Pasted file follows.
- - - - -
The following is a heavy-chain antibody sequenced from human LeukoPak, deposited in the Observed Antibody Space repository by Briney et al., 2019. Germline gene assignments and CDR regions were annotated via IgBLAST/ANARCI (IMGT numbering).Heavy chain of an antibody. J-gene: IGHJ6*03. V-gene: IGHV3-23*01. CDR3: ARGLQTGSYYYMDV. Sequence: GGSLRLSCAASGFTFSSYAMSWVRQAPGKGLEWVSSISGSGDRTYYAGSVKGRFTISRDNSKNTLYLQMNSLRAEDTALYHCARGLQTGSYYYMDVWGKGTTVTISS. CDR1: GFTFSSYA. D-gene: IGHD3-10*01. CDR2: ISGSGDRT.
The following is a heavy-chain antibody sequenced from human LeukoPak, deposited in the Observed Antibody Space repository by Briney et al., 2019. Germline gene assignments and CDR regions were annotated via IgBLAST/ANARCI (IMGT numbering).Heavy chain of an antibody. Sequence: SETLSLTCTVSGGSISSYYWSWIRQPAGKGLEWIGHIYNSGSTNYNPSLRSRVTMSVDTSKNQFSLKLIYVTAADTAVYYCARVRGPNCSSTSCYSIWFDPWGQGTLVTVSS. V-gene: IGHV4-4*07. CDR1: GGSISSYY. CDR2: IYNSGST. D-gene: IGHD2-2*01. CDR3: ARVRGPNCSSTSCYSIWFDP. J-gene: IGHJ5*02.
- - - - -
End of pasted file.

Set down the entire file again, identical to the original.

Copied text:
The following is a heavy-chain antibody sequenced from human LeukoPak, deposited in the Observed Antibody Space repository by Briney et al., 2019. Germline gene assignments and CDR regions were annotated via IgBLAST/ANARCI (IMGT numbering).Heavy chain of an antibody. J-gene: IGHJ6*03. V-gene: IGHV3-23*01. CDR3: ARGLQTGSYYYMDV. Sequence: GGSLRLSCAASGFTFSSYAMSWVRQAPGKGLEWVSSISGSGDRTYYAGSVKGRFTISRDNSKNTLYLQMNSLRAEDTALYHCARGLQTGSYYYMDVWGKGTTVTISS. CDR1: GFTFSSYA. D-gene: IGHD3-10*01. CDR2: ISGSGDRT.
The following is a heavy-chain antibody sequenced from human LeukoPak, deposited in the Observed Antibody Space repository by Briney et al., 2019. Germline gene assignments and CDR regions were annotated via IgBLAST/ANARCI (IMGT numbering).Heavy chain of an antibody. Sequence: SETLSLTCTVSGGSISSYYWSWIRQPAGKGLEWIGHIYNSGSTNYNPSLRSRVTMSVDTSKNQFSLKLIYVTAADTAVYYCARVRGPNCSSTSCYSIWFDPWGQGTLVTVSS. V-gene: IGHV4-4*07. CDR1: GGSISSYY. CDR2: IYNSGST. D-gene: IGHD2-2*01. CDR3: ARVRGPNCSSTSCYSIWFDP. J-gene: IGHJ5*02.